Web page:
Hannah has been on methadone since March of last year, requiring daily trips to a clinic a half hour away to get her doses.  It has kept her off heroin, but she has never felt well or whole.  In December Medicaid, which has been financing the methadone treatment, “happened” to decide that she was not eligible for it any more, and cut off her benefits at the end of the month.  She predicted a lot of repercussions from this, but one that none of us saw coming was that her boyfriend of nearly four years decided that this was something he did not want to deal with and left her for an old girlfriend, right after Christmas.  She recently confided to me, “I asked God to get him out of my life, just before my Medicaid was cut.”  God had heard her prayer, and intervened.  She is ready to turn her back on all the choices and associations that have caused her so much pain, and begin a new life.

Look out, world, here comes Derek!  He is asking me to prioritize my time to help “pave the road” for him, but he is definitely not spinning his wheels anymore.  He is looking into getting tested for Aspergers, so he can pursue accommodations to take college courses.  Please pray for the right connections and leads for him.

John‘s planned trips to Nigeria this year are on hold, due to internal problems with our national partner. Pray for Seed Company management and the affected translation projects as they seek the Lord’s direction on how to move forward. In the meantime, John continues to work remotely with the Nzanyi team and may travel to other communities in Nigeria or Uganda.

I continue to be available to help translation teams with grammar/discourse questions as needs arise, and I am also working on getting healthy after the stresses of these past few years – getting counseling and setting healthy boundaries for myself.  We are also working with a Partnership Development coach – thank you for continuing to pray with us for 100% funding.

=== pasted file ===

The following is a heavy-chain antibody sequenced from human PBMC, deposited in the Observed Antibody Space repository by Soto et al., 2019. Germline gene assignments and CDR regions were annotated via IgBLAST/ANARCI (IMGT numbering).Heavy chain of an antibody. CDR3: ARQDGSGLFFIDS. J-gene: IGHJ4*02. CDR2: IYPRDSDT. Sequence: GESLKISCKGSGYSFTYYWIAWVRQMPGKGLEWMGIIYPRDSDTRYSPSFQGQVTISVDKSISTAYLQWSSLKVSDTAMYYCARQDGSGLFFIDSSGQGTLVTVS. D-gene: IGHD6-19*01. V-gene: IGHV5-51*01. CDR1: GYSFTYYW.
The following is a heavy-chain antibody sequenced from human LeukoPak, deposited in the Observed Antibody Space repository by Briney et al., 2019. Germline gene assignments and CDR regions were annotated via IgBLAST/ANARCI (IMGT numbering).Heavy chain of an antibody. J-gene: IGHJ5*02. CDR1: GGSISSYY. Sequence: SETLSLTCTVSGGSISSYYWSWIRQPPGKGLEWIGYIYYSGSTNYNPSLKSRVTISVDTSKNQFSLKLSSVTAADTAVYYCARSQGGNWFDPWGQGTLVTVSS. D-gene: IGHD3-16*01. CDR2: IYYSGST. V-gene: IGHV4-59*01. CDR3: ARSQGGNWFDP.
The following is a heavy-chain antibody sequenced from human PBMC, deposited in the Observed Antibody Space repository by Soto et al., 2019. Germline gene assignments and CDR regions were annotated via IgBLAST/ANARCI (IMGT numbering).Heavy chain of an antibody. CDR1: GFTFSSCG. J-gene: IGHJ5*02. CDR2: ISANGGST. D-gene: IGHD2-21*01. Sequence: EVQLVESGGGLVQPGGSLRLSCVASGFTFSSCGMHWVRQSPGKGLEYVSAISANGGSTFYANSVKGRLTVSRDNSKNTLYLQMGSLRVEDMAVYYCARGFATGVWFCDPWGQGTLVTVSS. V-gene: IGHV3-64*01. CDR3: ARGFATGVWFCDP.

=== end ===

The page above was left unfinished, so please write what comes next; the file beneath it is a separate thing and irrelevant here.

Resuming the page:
Yes, this has been a difficult season.  Thanks for walking through it with us.  I want to share a song that has been a theme song for me:  Cherry Blossoms, by Andy Squyres, a local artist here in Charlotte.  Click on the link above for the video, and be encouraged:  Spring is coming!

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One thousand gifts

family 2016

This Christmas season, this season of lists, I am starting a new one – a list of one thousand things I love, one thousand gifts I already have.  I want you to know that you are one of those gifts – to me, to our family, to the work we get to do, also a gift I never take for granted.

Because of you, the N team in Nigeria has two new gifts.  They not only completed the book of Acts this summer while John was there, but the gospel of John as well.  Because of you, every member of my family is growing, changing, and maturing.  Because of you, we will be enjoying Christmas gifts around the tree.

May the Lord give you eyes to see the beauty that you might otherwise miss in this busy, holy time of year, and new hope for a fresh start in 2017.

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Pressing on…

Lent

” …revealed to us by his Spirit.”
1 Corinthians 2:10

Last Sunday night, Michael and I were settling in to read a book together before bed, and our current favorite, his “Twinkle Book”, was nowhere to be found. (It’s a devotional called My Grandma and Me, with a number of songs in it to the tune of “Twinkle Twinkle Little Star”.)  I tried to substitute another book (being ready for bed myself), but he insisted that nothing else would do.  So, in desperation, I took his hand and together we asked Jesus to help us find the Twinkle Book.  Immediately I felt we should look under the bed (again) and sure enough, way back in the corner, we found it.